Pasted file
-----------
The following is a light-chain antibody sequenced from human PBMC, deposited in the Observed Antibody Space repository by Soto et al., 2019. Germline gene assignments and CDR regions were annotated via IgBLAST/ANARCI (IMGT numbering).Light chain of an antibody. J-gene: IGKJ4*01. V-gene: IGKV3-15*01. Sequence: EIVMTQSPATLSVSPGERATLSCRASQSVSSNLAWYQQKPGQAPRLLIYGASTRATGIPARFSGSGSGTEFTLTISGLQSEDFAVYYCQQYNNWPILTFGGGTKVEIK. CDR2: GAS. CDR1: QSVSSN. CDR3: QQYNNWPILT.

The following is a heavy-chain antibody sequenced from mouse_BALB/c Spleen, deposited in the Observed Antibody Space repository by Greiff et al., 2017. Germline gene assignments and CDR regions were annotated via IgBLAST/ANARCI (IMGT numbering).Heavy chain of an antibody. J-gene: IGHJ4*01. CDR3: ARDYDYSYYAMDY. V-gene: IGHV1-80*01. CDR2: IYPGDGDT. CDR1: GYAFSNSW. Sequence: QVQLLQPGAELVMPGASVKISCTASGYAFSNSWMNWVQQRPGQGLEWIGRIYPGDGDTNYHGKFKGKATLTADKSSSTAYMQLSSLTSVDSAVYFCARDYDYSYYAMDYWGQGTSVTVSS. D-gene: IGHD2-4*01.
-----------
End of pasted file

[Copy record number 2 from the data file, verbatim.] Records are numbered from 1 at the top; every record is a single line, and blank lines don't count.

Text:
The following is a heavy-chain antibody sequenced from mouse_BALB/c Spleen, deposited in the Observed Antibody Space repository by Greiff et al., 2017. Germline gene assignments and CDR regions were annotated via IgBLAST/ANARCI (IMGT numbering).Heavy chain of an antibody. J-gene: IGHJ4*01. CDR3: ARDYDYSYYAMDY. V-gene: IGHV1-80*01. CDR2: IYPGDGDT. CDR1: GYAFSNSW. Sequence: QVQLLQPGAELVMPGASVKISCTASGYAFSNSWMNWVQQRPGQGLEWIGRIYPGDGDTNYHGKFKGKATLTADKSSSTAYMQLSSLTSVDSAVYFCARDYDYSYYAMDYWGQGTSVTVSS. D-gene: IGHD2-4*01.